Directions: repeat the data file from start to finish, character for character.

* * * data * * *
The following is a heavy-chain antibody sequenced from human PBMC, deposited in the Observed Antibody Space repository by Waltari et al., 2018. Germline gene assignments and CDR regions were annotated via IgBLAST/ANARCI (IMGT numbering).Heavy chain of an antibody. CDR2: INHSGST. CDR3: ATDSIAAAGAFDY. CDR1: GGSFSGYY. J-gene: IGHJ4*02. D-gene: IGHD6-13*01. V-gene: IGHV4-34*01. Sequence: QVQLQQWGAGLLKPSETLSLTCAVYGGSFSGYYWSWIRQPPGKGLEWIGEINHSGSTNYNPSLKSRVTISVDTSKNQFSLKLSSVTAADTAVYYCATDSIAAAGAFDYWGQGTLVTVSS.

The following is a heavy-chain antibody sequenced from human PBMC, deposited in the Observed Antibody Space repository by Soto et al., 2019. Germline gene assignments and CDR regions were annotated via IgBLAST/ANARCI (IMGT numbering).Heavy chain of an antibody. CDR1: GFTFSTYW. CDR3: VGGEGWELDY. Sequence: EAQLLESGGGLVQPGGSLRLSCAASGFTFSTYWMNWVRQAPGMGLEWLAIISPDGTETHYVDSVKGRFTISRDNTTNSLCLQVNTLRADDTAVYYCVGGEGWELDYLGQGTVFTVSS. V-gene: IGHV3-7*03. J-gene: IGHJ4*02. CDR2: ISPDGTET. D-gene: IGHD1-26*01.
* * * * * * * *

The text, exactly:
The following is a heavy-chain antibody sequenced from human PBMC, deposited in the Observed Antibody Space repository by Waltari et al., 2018. Germline gene assignments and CDR regions were annotated via IgBLAST/ANARCI (IMGT numbering).Heavy chain of an antibody. CDR2: INHSGST. CDR3: ATDSIAAAGAFDY. CDR1: GGSFSGYY. J-gene: IGHJ4*02. D-gene: IGHD6-13*01. V-gene: IGHV4-34*01. Sequence: QVQLQQWGAGLLKPSETLSLTCAVYGGSFSGYYWSWIRQPPGKGLEWIGEINHSGSTNYNPSLKSRVTISVDTSKNQFSLKLSSVTAADTAVYYCATDSIAAAGAFDYWGQGTLVTVSS.

The following is a heavy-chain antibody sequenced from human PBMC, deposited in the Observed Antibody Space repository by Soto et al., 2019. Germline gene assignments and CDR regions were annotated via IgBLAST/ANARCI (IMGT numbering).Heavy chain of an antibody. CDR1: GFTFSTYW. CDR3: VGGEGWELDY. Sequence: EAQLLESGGGLVQPGGSLRLSCAASGFTFSTYWMNWVRQAPGMGLEWLAIISPDGTETHYVDSVKGRFTISRDNTTNSLCLQVNTLRADDTAVYYCVGGEGWELDYLGQGTVFTVSS. V-gene: IGHV3-7*03. J-gene: IGHJ4*02. CDR2: ISPDGTET. D-gene: IGHD1-26*01.